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air embolism and iv therapy

Infusion   (225,626 Views 22 Comments)
by WILLY WASHOUT WILLY WASHOUT (New Member) New Member

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is there enough air in the tubing of a peripheral iv to cause an air embolism?

how much air is needed to cause an air embolism?

would the body be able to absorb the air?

For Example:

If an iv bag ran dry and a new bag was hung but the iv tubing was not primed and the air from the entire tube entered the patient, would this be enought to cause an air embolism and would the effects be immediate?

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WILLY WASHOUT said:
is there enough air in the tubing of a peripheral iv to cause an air embolism?

how much air is needed to cause an air embolism?

would the body be able to absorb the air?

For Example:

If an iv bag ran dry and a new bag was hung but the iv tubing was not primed and the air from the entire tube entered the patient, would this be enought to cause an air embolism and would the effects be immediate?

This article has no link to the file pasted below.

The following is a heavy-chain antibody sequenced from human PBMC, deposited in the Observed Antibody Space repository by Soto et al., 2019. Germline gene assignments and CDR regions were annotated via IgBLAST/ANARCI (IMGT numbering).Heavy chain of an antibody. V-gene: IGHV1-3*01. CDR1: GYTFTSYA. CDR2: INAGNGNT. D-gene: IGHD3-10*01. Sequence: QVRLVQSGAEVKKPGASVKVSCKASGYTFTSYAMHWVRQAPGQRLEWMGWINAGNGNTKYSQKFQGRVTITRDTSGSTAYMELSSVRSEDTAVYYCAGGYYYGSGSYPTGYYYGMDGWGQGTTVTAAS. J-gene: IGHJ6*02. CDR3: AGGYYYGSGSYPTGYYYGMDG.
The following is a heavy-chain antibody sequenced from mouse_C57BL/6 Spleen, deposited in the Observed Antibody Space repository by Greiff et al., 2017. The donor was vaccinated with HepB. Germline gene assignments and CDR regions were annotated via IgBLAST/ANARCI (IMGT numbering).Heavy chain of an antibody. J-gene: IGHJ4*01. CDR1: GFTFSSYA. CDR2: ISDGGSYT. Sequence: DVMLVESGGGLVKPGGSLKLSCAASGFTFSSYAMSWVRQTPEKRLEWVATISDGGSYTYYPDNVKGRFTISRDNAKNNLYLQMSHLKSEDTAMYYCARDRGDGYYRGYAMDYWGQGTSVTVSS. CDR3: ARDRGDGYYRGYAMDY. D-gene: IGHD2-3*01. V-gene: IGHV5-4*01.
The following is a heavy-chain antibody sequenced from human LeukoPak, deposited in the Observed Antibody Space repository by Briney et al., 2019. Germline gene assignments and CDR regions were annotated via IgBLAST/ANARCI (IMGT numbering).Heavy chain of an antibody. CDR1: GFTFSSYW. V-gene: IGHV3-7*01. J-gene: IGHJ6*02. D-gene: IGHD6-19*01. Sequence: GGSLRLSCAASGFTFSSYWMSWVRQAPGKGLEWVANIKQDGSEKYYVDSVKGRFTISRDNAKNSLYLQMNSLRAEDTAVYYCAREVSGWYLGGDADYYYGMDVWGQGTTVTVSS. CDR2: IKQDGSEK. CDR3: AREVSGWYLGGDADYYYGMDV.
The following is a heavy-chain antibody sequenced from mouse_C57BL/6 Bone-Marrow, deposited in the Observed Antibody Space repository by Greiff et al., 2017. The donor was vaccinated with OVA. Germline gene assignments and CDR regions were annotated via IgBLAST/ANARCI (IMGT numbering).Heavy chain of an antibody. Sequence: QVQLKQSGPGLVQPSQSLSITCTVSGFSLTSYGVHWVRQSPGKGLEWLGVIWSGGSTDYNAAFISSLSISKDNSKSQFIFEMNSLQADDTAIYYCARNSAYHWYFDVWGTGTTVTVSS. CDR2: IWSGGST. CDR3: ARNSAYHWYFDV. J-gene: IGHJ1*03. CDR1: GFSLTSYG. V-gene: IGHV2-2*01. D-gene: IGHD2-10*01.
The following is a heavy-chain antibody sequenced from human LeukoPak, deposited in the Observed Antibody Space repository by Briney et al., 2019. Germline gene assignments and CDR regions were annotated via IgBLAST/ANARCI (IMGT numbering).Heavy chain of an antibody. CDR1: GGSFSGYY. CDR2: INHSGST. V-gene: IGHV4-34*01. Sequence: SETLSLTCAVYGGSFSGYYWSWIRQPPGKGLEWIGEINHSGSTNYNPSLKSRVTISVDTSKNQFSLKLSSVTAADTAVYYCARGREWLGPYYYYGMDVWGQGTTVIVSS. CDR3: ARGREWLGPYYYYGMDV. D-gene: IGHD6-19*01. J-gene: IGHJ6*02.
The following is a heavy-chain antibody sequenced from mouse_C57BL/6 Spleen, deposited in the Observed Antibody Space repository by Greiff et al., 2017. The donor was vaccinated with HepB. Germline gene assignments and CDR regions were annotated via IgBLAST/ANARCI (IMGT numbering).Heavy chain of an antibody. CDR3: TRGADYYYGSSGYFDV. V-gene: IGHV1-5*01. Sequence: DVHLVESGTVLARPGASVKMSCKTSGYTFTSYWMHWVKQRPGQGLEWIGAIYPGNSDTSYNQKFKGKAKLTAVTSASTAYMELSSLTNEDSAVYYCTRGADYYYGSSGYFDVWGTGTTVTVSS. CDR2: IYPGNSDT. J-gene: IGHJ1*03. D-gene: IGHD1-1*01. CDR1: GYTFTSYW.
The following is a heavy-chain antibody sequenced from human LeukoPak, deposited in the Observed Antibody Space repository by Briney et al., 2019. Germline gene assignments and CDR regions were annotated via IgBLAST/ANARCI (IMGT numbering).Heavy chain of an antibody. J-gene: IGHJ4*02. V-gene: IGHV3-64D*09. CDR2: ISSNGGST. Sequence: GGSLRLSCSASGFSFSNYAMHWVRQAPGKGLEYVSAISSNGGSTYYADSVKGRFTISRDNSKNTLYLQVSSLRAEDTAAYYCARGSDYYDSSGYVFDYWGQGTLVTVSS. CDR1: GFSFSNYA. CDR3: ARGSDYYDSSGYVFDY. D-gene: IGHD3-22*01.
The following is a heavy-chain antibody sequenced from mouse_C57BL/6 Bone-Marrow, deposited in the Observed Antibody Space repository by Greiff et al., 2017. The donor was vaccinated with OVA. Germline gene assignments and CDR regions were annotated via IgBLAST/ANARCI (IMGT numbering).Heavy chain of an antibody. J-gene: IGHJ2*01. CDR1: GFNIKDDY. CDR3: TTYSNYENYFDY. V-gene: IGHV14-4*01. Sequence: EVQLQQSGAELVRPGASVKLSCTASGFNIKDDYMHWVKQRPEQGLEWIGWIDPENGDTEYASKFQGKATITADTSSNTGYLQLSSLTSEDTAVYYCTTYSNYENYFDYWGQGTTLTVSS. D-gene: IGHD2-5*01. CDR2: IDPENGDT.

5cc of air can be dangerous, aspirate the air

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mommatrauma is a RN and specializes in ER.

5,829 Visitors; 470 Posts

WILLY WASHOUT said:
is there enough air in the tubing of a peripheral iv to cause an air embolism?

how much air is needed to cause an air embolism?

would the body be able to absorb the air?

For Example:

If an iv bag ran dry and a new bag was hung but the iv tubing was not primed and the air from the entire tube entered the patient, would this be enought to cause an air embolism and would the effects be immediate?

Approx 100cc of air can cause cardiac arrest...

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mommatrauma is a RN and specializes in ER.

5,829 Visitors; 470 Posts

WILLY WASHOUT said:
is there enough air in the tubing of a peripheral iv to cause an air embolism?